New Year's Resolutions From Our 2019 "25 to Watch"
By now, you've probably gotten to know our latest "25 to Watch" picks. We're expecting great things from them in the year to come, but what do they have in mind for 2019? For a little New Year's inspiration, we asked a few of them to share the resolutions they'll be carrying into next year.
He in Balanchine's Who Cares? Photo by Kim Kinney, Courtesy Atlanta Ballet
In the new year, I want to bring mindfulness into my everyday life and into the studio. I aim to work on being fully present in each moment and experience, aware of where I am and what I'm doing, and not overly reactive or overwhelmed by what's going on around me. I also resolve to be more courageous and confident, and to trust myself when it comes to things that may be out of my comfort zone.
Photo courtesy Denton
I view resolutions as guidelines rather than goals, so I tend to make them rather broad, but I do have two for 2019 that I think are relevant:
1. As part of my research I've started a new project looking at the formation of massive impact basins on solar system objects from the Moon to Pluto, and I want to use the unique physics observed in their formation as the basis for a new dance project thinking about fluidization of group movement as an exploration of turning geologic motion into physical motion.
2. To engage the planetary science community in a more humanistic approach to our future exploration goals and projects, including discussion of how to broaden artistic engagement as well as developing an inclusive feminist future for space exploration.
Bell in rehearsal. Photo by Rosalie O'Connor, Courtesy ABT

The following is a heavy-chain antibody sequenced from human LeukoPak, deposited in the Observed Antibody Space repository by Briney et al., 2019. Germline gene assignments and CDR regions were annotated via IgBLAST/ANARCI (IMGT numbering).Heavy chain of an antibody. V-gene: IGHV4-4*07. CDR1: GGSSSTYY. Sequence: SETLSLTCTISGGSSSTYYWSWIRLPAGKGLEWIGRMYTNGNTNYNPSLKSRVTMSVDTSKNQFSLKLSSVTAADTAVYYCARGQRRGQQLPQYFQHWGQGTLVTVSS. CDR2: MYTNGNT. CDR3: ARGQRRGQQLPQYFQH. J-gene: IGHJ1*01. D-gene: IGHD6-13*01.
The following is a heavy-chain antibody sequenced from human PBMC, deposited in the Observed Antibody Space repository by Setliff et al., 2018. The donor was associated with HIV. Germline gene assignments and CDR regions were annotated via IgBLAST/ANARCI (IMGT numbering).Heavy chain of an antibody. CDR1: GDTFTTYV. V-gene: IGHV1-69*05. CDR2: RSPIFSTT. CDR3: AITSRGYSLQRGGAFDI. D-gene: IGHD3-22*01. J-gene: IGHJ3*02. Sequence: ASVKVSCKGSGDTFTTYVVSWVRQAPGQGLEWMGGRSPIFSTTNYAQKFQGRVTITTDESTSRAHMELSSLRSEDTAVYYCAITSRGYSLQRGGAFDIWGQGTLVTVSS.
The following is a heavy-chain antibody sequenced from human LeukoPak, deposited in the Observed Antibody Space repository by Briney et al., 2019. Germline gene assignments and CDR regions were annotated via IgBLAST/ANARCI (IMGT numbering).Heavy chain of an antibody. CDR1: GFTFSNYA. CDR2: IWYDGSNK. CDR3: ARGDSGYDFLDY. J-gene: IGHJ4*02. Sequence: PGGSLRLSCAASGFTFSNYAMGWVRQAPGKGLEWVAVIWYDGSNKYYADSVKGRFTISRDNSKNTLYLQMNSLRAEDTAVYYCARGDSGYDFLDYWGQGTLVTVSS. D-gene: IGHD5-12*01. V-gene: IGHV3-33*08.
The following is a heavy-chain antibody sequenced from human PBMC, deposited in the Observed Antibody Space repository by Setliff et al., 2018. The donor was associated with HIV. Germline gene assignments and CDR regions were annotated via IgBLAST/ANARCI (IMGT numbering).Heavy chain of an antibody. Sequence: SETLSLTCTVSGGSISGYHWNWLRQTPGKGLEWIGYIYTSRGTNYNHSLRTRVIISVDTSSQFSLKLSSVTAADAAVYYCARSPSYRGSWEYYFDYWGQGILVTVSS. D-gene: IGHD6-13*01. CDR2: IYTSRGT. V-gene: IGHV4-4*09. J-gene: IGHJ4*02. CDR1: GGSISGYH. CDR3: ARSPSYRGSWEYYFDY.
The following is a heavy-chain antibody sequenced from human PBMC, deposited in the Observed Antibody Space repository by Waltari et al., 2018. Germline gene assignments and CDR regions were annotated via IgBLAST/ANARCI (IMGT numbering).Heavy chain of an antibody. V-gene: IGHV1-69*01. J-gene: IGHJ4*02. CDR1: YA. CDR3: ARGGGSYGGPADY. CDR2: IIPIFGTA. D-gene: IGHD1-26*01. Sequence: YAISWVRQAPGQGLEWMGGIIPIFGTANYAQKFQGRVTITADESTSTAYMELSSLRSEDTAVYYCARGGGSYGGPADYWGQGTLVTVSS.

I feel like New Year's resolutions are pretty dicey. I mean, if there is something important that needs to be done, I've already done it, am in the process of doing it or I need to stop pretending like it's going to get done. So, I would say, the New Year is a good time to re-evaluate my priorities.
Troyak in Pina Bausch's The Seven Deadly Sins. Photo by Jochen Viehoff, Courtesy Troyak
1. One goal is to launch a YouTube channel series I've been working on with my boyfriend John. I get tons of questions on social media from aspiring dancers about what it's like living abroad, navigating Europe, company life, etc. It's been been a journey for me for sure! So we have started to build a channel to help dancers into this crazy industry (and to provide insight into us as a couple.) Look out for "In Bed with Steph & John" in the new year, where you can cuddle up in bed on your laptop and chat with us while we do the same!
2. Learn German—I know the basics, but I want to get more fluent.
3. Go to bed an hour earlier at night to get an extra hour in the morning. I'm the girl that wakes up and runs out the door, but I would so benefit from taking my time, planning the day and enjoying my morning coffee before leaving the house.
4. Finding consistency when I tour. When I travel, it's really hard to stick to my usual routine, but I'm looking to find more balance!
Gareiss in his Solo Square Dance. Photo by HR Photography, Courtesy Gareiss
I've resolved to keep a weekly public blog post as a means of sharing and archiving the cultural dance traditions I'm researching and creating with.
Morland in Rashaun Mitchell + Silas Riener's SWITCH. Photo by Paula Lobo, Courtesy Morland
From 2019 until forever, I will give time and love to the lifelong process of meeting myself in totality. I will trust that every moment past was the only way, but also reflect on and harvest something from these experiences. I will acknowledge the infinite beauty of everything!
Dolan as Dew Drop in Balanchine's The Nutcracker. Photo by Arian Molina Soca, Courtesy Pennsylvania Ballet